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Nikola Ellis

Nikola Ellis is the founder of Adore Yoga, yoga therapist, counsellor and teacher trainer. She conducts regular trainings that help people of all ages, shapes and abilities enjoy the benefits of yoga and meditation, including Meditation Facilitator Certificate Trainings; Level 1 200hr Teacher Training and Post Graduate Yoga Teacher Training in Mental Health, Adaptive Asana and the Foundations of Yoga Therapy and a highly regarded professional 650hr Graduate Certificate of Yoga Therapy.
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Recent Posts

10 Sep
Posted by Nikola Ellis

Yoga for Cancer Research Roundup

 

Does yoga really help people living with cancer? What does the research say? If you're going to teach or practice yoga in the hope that it can help students manage their cancer treatment, it's important to understand the evidence base. The Yoga for Cancer Research Roundup is a special report that highlights cutting edge research on yoga for cancer. 

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03 Sep
Posted by Nikola Ellis

Yoga Therapy Research Roundups

Yoga Therapy is quickly becoming an in-demand complementary therapy. Once a niche of the yoga industry, Yoga Therapy is now routinely found in public hospitals, private clinics, mental health, disability and cancer survivorship programs.

 

One of the reasons Yoga Therapy is gaining such popularity in the medical community is the growing evidence base. Over the last ten years, research into the benefits of Yoga Therapy has blossomed, with scientists studying the effects of yoga on people with mental health, musculoskeletal, auto-immune and many other health issues.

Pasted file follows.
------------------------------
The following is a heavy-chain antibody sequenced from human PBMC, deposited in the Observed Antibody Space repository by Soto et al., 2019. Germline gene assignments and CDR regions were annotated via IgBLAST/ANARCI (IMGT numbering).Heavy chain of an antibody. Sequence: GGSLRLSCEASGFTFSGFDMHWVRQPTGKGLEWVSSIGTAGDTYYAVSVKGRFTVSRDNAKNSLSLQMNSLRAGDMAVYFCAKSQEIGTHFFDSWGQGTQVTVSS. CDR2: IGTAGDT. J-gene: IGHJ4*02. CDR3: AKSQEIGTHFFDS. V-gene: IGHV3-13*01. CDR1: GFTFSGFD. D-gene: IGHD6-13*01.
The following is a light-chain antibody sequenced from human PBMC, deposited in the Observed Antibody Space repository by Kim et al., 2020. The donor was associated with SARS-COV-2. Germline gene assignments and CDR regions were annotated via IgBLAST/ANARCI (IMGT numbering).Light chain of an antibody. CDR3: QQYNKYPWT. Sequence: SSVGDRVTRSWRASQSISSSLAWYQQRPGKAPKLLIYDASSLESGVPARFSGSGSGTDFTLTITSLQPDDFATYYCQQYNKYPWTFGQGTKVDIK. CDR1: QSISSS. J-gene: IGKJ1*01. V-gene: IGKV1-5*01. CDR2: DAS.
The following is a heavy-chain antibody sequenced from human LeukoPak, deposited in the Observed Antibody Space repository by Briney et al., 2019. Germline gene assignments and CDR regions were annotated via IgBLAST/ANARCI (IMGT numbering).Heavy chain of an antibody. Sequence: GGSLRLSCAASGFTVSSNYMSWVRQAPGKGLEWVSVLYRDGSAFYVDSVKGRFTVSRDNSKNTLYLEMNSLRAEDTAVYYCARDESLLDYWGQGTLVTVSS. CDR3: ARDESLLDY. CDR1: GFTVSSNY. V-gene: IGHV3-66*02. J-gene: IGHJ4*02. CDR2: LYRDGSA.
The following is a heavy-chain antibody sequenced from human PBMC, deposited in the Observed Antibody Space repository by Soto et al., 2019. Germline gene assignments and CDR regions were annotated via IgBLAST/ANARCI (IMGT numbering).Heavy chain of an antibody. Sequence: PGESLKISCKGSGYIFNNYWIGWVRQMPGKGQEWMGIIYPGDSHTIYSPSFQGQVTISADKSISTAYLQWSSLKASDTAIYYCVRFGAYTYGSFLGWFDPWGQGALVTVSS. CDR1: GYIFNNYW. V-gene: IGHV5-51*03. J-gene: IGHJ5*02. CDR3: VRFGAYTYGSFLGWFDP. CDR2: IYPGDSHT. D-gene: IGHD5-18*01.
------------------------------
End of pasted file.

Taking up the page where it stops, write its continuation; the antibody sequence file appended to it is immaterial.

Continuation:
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15 Aug
Posted by Nikola Ellis

Planning Yoga Classes, Yoga Therapy Style

Are you using those downloadable yoga class templates to prepare your class? You might be short-changing your students. While these tools can be inspiring, here are three good reasons not to use them:

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10 Aug
Posted by Nikola Ellis

Reducing cancer tumor growth with yoga

 

It’s well documented that yoga can help people with cancer manage many of the side effects of their treatment, from fatigue and inflammation to anxiety and quality of life. But can yoga actually reduce tumors?

 

New research on the effect of stretching on tumors is opening up new opportunities for yoga as a therapy in the treatment of cancer. Researchers at Brigham and Women's Hospital have completed pre-clinical trials that observed the effect of stretching on breast cancer tumors on mice. And the results are remarkable.

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23 Jul
Posted by Nikola Ellis

How Yoga boosts your immune system and beats inflammation

Want to stay healthy this Winter? Get on your yoga mat! New research published in the Journal of Behavioral Medicine shows that yoga can boost your immune system, helping you fight off the winter bugs. What’s more, yoga has also been shown to decrease inflammation. That’s a big deal when you consider that inflammation is associated with many health conditions, including depression, auto-immune diseases, cancer, IBS and heart disease.

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02 Jul
Posted by Nikola Ellis

Yoghurt Head – Ayurveda Adventures in South India

 

In the humid air of the South Indian monsoon, a faint whiff of fermenting milk emanates from my head. Despite two rinses, the gentle aroma of organic buttermilk lingers from my afternoon Ayurvedic treatment.